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LowDown

Rethinking My Position on Drug Legalization

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While I've generally been in favor of drug legalization I've always felt that some drugs are too dangerous to legalize. These are the stimulants like cocaine, methamphetamine, ecstasy, etc. This is because habitual use basically destroys the human body, resulting in brain damage, kidney failure, malnutrition, open skin sores, etc. If you'd like to see what I mean, look here.

I had thought that narcotics were a lesser danger and that legalization could lead to a tolerable situation, but as we've gained more experience with chronic narcotic use it is becoming clear that they are even more toxic than meth class drugs. It's just that it's a more subtle form of toxicity. What we didn't realize was that chronic narcotics sap a person's will to live, sap their energy, sap their ambition and turn them into blobs who sit around doing nothing day after day. Narcotics destroy their lives making them apathetic about personal relationships and responsibilities. We knew that narcotics are subject to a tolerance effect such that higher and higher doses are required to get the same high, but there was little realization that even with tolerance the effects on respiration can be just as bad. The result is overdose deaths, which have turned into an epidemic.

Some advocate legalizing everything and letting Darwin sort it all out. Those who are going to over-use drugs will die, so just let them die. The trouble with this is that history has shown that there is no upper bound to the proportion of the population that can end up addicted to narcotics. In some Chinese cities in the 1800s 80% of the population was smoking opiates and the economy in those places had ground almost completely to a stop. It was this that forced the Emperor to make opiate use punishable by death.

So, by all means, legalize the less dangerous drugs and turn all those non-violent drug offenders in prison loose. But some drugs need to remain restricted. If this means I'm not libertarian enough then so be it. I don't think that libertarianism has ever meant to advocate an absence of law and good order.
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  1. Empirica's Avatar
    As you suggested; legalizing the "dangerous drugs" might possibly be beneficial to getting our species gene-pool back on course!

    It seems all those 20th Century progressive policies have so polluted the human gene-pool that it now looks more like a cesspool!
  2. Chomsky's Avatar
    You've come around on your thinking about hard drugs because you believe 'new things' are being "found out", when the reality is these pathologies have been pretty consistent but the collective layman's knowledge of them has to be re-learned by each succeeding generation or two.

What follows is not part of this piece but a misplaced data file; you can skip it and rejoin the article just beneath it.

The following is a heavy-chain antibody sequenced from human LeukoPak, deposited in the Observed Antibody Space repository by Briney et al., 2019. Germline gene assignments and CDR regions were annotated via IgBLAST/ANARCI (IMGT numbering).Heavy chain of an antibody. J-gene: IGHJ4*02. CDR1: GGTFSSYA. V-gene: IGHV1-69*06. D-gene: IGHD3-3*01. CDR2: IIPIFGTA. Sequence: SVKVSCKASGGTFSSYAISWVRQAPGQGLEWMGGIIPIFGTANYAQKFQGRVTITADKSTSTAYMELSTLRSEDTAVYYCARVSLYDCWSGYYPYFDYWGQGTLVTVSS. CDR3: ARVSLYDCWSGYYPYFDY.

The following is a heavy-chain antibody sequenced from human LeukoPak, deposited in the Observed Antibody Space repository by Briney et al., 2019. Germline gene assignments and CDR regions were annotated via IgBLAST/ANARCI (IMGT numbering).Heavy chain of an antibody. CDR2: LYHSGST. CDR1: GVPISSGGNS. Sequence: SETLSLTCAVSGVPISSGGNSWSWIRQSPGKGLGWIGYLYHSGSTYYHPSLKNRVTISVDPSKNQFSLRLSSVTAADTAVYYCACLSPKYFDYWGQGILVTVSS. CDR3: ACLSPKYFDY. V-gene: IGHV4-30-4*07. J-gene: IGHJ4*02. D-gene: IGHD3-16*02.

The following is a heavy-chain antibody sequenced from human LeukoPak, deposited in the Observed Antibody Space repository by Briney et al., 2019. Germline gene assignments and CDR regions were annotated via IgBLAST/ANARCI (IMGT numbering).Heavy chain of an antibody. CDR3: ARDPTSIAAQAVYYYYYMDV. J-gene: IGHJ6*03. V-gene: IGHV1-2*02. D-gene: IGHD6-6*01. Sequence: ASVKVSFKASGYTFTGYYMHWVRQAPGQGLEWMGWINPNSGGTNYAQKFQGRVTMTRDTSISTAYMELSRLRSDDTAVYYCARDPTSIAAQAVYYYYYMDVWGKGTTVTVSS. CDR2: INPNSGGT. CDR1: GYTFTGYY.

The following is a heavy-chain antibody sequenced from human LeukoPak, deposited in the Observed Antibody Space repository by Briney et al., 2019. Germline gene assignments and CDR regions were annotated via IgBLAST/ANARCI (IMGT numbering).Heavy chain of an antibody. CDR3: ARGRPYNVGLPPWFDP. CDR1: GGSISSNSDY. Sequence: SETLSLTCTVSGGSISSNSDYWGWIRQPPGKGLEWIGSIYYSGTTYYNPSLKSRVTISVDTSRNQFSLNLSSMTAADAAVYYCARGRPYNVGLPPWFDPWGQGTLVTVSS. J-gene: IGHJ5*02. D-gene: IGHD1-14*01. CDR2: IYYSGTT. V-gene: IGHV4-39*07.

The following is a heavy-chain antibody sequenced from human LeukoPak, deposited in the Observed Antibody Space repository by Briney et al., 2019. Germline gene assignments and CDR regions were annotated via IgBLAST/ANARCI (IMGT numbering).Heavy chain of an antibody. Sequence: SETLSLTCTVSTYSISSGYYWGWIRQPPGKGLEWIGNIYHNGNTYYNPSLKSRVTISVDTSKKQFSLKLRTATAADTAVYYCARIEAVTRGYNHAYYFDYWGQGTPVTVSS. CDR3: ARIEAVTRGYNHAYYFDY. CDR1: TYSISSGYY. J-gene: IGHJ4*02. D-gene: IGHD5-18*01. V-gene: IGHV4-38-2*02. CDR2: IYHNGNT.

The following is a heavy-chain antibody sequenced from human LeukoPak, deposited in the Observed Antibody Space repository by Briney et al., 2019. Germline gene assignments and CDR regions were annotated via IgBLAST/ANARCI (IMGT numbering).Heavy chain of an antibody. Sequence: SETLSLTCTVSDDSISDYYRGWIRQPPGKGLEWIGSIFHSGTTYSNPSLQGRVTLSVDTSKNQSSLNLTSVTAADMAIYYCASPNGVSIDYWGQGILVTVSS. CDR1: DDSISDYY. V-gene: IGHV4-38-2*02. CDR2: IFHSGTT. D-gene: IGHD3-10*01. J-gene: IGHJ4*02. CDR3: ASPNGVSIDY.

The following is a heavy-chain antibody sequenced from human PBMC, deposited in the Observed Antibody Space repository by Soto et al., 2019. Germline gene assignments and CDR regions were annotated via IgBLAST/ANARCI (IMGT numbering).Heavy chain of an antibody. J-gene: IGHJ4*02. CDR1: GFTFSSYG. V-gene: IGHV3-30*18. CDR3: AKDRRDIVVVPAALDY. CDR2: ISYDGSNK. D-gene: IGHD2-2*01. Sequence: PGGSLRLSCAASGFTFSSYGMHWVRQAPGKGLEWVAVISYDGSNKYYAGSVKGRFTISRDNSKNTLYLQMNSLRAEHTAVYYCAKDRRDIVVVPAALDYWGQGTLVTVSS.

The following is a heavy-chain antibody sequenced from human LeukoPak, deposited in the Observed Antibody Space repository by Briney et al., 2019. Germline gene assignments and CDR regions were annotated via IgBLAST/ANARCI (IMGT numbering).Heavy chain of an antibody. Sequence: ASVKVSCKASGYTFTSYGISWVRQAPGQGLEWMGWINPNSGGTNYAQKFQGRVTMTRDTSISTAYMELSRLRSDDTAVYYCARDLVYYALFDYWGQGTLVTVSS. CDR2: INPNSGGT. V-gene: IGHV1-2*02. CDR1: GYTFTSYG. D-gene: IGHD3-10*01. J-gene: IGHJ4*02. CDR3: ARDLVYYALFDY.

"Speed Kills" was a common '60's mantra, and death by respiratory failure due to opiate overdose has been known for a very long time. There's nothing new here, except for your understanding and perception.

    And I imply no personal ignorance on your part. That's just the way these things seem to go.
  3. Fearandloathing's Avatar
    I have been working in the addictions field since May 21, 1991. As a recovered addict/alcoholic I too have learned a thing or two, and have changed my view as well. But, this story begins with the cold, hard fact, most addictions are to prescription and over-the-counter medications.

    That pretty well kills the idea that a "war on drugs" is actually going to do anything more than drive up the street price and thus profits for traffickers.

    Today, 12 step programs are filled with kids, people who have hit bottom and gone through institutional recovery by the age of 19. That's how fast the **** out there takes people down.

    Now comes the really hard part, where I am reminded of the head drug cop character of Michael Douglas when he turns to his department heads and asks if anyone has any new ideas on what to do....and there is a long, long silence.

    The bad news is we know exactly what to do, but we are afraid to try. You hit on part of it, legalize pot at least, and stop making criminals out of users. Possession of small amounts of even the hard core **** should no longer be a felony, but a means of the courts directing the user into rehab. It's hard, arduous and extremely frustrating. I have first hand experience on that after walking with more guys than I care to recall who "couldn't wait for the miracle" and are dead now. The path to recovery, just like with cigarettes, usually takes a few tries.

    Next comes harm reduction. Give them alternatives, or at least a safe place to load up. I was extremely opposed to this for years...until I met a former user who OD'd twice and was recovered at Insight saying "they kept me alive so that I could recover". And that's a tough one because even liberals will fight it. I have seen it work and am sworn to harm reduction as one tool to use against the problem.